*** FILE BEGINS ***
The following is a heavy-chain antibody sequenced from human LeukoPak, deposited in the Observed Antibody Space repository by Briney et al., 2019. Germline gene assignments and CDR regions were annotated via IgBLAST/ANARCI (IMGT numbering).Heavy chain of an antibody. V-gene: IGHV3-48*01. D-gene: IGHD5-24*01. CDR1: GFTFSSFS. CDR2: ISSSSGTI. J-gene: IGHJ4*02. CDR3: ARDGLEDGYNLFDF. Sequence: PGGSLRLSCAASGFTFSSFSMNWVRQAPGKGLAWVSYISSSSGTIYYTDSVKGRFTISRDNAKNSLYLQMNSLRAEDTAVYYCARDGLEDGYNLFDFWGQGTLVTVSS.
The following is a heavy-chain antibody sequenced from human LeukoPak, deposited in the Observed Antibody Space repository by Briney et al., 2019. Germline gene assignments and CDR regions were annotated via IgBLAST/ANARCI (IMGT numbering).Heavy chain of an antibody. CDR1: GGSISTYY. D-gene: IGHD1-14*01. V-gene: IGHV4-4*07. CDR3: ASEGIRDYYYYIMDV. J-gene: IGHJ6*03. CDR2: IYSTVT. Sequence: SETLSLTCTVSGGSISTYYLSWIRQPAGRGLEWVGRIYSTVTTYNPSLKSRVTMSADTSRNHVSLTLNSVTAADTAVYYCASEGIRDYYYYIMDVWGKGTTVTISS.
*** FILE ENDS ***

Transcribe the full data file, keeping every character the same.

The following is a heavy-chain antibody sequenced from human LeukoPak, deposited in the Observed Antibody Space repository by Briney et al., 2019. Germline gene assignments and CDR regions were annotated via IgBLAST/ANARCI (IMGT numbering).Heavy chain of an antibody. V-gene: IGHV3-48*01. D-gene: IGHD5-24*01. CDR1: GFTFSSFS. CDR2: ISSSSGTI. J-gene: IGHJ4*02. CDR3: ARDGLEDGYNLFDF. Sequence: PGGSLRLSCAASGFTFSSFSMNWVRQAPGKGLAWVSYISSSSGTIYYTDSVKGRFTISRDNAKNSLYLQMNSLRAEDTAVYYCARDGLEDGYNLFDFWGQGTLVTVSS.
The following is a heavy-chain antibody sequenced from human LeukoPak, deposited in the Observed Antibody Space repository by Briney et al., 2019. Germline gene assignments and CDR regions were annotated via IgBLAST/ANARCI (IMGT numbering).Heavy chain of an antibody. CDR1: GGSISTYY. D-gene: IGHD1-14*01. V-gene: IGHV4-4*07. CDR3: ASEGIRDYYYYIMDV. J-gene: IGHJ6*03. CDR2: IYSTVT. Sequence: SETLSLTCTVSGGSISTYYLSWIRQPAGRGLEWVGRIYSTVTTYNPSLKSRVTMSADTSRNHVSLTLNSVTAADTAVYYCASEGIRDYYYYIMDVWGKGTTVTISS.